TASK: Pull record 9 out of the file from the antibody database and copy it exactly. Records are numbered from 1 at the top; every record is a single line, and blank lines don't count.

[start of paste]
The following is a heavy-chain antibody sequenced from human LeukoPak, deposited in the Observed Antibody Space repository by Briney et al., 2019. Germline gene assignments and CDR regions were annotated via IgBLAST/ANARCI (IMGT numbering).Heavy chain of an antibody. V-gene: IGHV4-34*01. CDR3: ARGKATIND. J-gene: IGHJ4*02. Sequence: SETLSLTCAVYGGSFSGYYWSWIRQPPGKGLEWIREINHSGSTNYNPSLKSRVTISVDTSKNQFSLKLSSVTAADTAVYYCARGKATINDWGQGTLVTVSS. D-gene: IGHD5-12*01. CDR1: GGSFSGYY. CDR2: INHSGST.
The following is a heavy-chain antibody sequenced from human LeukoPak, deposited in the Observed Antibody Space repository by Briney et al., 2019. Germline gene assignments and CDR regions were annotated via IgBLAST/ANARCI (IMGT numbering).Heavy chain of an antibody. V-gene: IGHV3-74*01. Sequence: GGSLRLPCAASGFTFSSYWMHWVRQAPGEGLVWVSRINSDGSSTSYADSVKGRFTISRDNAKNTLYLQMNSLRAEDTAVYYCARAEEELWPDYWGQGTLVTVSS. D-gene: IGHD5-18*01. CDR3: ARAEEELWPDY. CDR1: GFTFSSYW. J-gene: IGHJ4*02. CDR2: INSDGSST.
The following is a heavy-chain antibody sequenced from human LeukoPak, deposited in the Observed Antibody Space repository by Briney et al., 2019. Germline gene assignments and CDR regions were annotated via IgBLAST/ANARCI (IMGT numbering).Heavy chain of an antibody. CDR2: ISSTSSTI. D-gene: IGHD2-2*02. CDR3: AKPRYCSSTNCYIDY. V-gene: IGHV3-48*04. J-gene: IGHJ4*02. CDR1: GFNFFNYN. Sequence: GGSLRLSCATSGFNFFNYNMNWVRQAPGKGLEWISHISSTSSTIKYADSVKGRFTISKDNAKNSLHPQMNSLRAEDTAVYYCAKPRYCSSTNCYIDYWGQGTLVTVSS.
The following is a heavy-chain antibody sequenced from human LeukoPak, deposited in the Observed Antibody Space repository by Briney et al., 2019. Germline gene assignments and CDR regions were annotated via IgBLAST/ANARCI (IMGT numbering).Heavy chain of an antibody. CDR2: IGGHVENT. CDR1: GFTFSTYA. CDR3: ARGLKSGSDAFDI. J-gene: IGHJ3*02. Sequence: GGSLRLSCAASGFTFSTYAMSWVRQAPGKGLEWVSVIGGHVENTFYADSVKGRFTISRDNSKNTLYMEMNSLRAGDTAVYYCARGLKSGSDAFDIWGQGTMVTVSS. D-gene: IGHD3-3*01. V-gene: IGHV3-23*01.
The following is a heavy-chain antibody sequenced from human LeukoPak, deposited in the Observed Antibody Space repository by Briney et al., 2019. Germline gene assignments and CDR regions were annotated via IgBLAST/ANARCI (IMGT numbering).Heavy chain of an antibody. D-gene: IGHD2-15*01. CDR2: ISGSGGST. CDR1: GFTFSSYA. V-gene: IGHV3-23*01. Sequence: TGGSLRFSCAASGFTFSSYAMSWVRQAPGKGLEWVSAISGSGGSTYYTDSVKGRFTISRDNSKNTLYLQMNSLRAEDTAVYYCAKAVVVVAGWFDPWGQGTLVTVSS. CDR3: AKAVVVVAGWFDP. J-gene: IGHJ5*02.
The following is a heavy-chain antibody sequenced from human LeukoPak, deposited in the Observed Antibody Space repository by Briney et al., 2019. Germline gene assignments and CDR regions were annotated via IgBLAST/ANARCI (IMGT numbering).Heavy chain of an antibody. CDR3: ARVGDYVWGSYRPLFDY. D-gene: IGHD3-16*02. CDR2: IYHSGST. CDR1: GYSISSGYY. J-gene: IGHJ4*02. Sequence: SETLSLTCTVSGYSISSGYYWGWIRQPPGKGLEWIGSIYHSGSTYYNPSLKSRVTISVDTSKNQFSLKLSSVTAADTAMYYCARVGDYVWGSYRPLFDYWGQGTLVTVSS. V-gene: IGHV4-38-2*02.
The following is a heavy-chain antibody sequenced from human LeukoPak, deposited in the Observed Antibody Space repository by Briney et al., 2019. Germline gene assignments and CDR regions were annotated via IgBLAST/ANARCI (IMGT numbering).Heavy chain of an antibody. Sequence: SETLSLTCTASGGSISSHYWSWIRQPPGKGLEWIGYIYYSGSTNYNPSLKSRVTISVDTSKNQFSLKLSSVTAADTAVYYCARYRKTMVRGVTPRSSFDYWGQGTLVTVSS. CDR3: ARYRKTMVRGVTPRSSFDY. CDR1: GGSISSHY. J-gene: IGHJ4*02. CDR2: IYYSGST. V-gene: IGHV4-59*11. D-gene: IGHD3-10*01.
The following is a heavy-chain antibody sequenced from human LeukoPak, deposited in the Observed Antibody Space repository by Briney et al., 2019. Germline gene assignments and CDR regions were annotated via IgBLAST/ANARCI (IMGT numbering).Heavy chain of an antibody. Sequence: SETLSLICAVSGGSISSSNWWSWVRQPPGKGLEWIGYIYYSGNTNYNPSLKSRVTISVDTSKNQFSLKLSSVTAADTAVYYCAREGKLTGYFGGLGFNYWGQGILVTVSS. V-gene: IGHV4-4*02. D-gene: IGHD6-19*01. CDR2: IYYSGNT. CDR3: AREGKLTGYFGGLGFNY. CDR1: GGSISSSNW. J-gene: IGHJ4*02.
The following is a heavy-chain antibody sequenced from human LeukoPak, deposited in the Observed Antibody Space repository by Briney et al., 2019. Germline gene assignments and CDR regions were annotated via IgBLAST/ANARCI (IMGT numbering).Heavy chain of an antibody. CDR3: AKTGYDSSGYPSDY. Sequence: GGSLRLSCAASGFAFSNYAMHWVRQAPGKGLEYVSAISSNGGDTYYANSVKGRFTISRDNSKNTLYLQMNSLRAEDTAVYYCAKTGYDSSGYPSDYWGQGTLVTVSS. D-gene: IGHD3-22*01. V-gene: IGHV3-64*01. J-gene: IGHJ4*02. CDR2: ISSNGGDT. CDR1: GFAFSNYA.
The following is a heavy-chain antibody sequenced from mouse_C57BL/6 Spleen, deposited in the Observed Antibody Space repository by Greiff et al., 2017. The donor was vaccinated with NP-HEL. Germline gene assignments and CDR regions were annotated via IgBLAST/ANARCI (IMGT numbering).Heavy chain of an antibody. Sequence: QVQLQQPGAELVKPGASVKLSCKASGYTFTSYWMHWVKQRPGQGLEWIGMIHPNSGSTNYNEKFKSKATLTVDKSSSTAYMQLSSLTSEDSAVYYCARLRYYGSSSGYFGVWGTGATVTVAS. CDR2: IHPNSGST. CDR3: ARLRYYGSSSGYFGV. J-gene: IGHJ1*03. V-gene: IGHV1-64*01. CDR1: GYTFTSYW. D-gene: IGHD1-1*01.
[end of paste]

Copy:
The following is a heavy-chain antibody sequenced from human LeukoPak, deposited in the Observed Antibody Space repository by Briney et al., 2019. Germline gene assignments and CDR regions were annotated via IgBLAST/ANARCI (IMGT numbering).Heavy chain of an antibody. CDR3: AKTGYDSSGYPSDY. Sequence: GGSLRLSCAASGFAFSNYAMHWVRQAPGKGLEYVSAISSNGGDTYYANSVKGRFTISRDNSKNTLYLQMNSLRAEDTAVYYCAKTGYDSSGYPSDYWGQGTLVTVSS. D-gene: IGHD3-22*01. V-gene: IGHV3-64*01. J-gene: IGHJ4*02. CDR2: ISSNGGDT. CDR1: GFAFSNYA.